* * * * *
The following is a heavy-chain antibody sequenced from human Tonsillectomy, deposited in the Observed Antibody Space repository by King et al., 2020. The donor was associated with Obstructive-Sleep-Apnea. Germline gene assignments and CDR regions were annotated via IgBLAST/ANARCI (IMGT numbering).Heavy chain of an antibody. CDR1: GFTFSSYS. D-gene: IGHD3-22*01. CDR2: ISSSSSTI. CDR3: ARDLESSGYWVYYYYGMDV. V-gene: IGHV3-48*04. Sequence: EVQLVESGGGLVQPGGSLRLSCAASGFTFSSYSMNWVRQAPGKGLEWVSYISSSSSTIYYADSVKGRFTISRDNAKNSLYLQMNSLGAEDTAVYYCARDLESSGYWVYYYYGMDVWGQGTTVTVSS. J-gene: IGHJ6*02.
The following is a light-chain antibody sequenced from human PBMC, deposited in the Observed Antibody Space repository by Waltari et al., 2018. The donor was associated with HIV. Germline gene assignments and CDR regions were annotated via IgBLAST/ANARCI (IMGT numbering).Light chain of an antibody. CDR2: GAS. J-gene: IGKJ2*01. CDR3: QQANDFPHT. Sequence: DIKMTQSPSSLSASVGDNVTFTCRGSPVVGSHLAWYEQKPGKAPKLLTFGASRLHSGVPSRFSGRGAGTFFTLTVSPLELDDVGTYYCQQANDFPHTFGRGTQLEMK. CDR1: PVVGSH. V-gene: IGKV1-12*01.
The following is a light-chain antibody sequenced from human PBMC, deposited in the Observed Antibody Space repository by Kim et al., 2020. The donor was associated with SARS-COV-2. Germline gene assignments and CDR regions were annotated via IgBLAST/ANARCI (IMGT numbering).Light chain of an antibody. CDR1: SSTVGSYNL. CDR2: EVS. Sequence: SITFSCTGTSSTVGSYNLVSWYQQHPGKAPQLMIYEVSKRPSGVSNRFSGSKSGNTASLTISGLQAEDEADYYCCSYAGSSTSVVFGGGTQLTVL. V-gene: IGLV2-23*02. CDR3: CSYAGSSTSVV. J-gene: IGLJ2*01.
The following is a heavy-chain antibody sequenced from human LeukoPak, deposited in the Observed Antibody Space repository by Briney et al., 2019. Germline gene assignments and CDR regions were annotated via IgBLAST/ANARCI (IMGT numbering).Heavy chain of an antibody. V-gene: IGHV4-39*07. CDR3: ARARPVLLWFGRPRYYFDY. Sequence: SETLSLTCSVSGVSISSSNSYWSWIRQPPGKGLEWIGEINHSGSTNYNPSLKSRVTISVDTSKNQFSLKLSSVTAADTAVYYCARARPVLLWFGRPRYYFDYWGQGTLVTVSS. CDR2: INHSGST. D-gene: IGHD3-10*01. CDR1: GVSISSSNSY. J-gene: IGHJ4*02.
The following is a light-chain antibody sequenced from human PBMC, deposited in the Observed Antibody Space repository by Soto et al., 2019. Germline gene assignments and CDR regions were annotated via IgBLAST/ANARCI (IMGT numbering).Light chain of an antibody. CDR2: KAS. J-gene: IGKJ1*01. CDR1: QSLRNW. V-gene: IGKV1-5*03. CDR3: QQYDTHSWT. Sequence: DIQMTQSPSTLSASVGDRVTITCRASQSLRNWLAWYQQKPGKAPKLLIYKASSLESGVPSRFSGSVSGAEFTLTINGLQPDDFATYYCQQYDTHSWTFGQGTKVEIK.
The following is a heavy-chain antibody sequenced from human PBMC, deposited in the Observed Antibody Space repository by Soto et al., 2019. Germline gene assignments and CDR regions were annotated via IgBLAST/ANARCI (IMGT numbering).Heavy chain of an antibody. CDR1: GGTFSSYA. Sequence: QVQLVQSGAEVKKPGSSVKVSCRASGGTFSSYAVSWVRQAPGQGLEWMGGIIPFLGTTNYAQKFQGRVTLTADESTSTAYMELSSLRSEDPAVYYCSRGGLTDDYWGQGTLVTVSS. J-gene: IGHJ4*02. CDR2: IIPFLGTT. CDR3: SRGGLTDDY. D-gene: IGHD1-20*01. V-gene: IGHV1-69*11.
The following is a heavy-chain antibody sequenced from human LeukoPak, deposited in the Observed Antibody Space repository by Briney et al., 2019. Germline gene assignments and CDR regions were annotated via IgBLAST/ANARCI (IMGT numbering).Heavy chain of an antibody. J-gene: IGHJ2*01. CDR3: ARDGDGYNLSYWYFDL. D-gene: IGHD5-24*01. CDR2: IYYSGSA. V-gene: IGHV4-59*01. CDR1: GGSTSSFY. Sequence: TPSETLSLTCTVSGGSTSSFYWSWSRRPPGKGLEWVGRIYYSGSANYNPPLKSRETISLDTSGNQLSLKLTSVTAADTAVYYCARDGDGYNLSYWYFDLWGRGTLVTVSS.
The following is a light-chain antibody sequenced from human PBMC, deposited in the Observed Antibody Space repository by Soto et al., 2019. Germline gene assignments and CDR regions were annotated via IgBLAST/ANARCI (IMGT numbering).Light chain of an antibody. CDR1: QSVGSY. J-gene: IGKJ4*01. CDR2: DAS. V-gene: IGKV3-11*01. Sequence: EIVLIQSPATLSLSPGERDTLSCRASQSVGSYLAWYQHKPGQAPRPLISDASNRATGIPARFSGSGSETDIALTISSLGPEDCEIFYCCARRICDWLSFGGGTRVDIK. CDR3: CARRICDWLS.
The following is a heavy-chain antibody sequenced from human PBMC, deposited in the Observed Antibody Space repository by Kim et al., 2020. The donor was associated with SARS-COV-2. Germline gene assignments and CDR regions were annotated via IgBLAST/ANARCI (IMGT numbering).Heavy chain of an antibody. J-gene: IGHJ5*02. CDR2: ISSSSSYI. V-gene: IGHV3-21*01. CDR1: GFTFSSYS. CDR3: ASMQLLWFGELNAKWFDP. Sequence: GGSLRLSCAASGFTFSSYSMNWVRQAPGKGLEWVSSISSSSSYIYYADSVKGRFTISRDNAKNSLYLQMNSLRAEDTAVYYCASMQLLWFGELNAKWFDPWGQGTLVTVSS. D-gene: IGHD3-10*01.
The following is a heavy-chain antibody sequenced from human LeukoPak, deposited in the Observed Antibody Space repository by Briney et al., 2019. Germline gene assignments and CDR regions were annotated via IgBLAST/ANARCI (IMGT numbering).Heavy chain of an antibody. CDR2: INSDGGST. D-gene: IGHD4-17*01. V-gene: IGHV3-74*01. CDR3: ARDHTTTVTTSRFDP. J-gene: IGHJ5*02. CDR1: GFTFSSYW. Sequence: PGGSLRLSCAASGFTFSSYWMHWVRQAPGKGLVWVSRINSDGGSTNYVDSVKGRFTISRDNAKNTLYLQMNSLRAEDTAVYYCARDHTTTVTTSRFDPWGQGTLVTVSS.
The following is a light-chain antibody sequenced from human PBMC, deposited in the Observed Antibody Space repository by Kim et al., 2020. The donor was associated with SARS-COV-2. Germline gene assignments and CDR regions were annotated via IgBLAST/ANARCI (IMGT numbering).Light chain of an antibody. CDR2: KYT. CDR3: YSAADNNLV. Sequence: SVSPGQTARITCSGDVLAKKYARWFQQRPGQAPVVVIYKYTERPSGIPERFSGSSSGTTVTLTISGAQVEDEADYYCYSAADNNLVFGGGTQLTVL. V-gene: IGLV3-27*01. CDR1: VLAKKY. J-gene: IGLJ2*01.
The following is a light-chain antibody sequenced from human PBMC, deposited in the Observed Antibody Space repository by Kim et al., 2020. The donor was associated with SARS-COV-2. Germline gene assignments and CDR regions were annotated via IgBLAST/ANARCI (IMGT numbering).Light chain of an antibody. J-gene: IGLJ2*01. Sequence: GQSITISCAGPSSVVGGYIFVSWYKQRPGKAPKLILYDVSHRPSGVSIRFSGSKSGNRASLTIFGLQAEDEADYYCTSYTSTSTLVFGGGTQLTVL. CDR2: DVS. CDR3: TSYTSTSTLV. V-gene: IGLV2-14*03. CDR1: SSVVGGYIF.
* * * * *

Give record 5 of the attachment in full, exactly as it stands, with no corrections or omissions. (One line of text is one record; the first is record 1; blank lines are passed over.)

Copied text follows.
The following is a light-chain antibody sequenced from human PBMC, deposited in the Observed Antibody Space repository by Soto et al., 2019. Germline gene assignments and CDR regions were annotated via IgBLAST/ANARCI (IMGT numbering).Light chain of an antibody. CDR2: KAS. J-gene: IGKJ1*01. CDR1: QSLRNW. V-gene: IGKV1-5*03. CDR3: QQYDTHSWT. Sequence: DIQMTQSPSTLSASVGDRVTITCRASQSLRNWLAWYQQKPGKAPKLLIYKASSLESGVPSRFSGSVSGAEFTLTINGLQPDDFATYYCQQYDTHSWTFGQGTKVEIK.